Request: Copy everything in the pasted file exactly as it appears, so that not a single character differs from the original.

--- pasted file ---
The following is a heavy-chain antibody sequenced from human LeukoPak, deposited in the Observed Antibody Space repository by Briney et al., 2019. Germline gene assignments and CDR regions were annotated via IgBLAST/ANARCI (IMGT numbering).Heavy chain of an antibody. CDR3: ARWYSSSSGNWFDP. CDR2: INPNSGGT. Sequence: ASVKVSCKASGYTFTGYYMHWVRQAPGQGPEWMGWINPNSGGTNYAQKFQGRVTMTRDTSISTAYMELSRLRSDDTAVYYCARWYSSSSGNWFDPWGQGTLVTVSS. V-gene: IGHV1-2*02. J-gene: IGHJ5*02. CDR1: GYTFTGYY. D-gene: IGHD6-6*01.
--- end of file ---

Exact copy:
The following is a heavy-chain antibody sequenced from human LeukoPak, deposited in the Observed Antibody Space repository by Briney et al., 2019. Germline gene assignments and CDR regions were annotated via IgBLAST/ANARCI (IMGT numbering).Heavy chain of an antibody. CDR3: ARWYSSSSGNWFDP. CDR2: INPNSGGT. Sequence: ASVKVSCKASGYTFTGYYMHWVRQAPGQGPEWMGWINPNSGGTNYAQKFQGRVTMTRDTSISTAYMELSRLRSDDTAVYYCARWYSSSSGNWFDPWGQGTLVTVSS. V-gene: IGHV1-2*02. J-gene: IGHJ5*02. CDR1: GYTFTGYY. D-gene: IGHD6-6*01.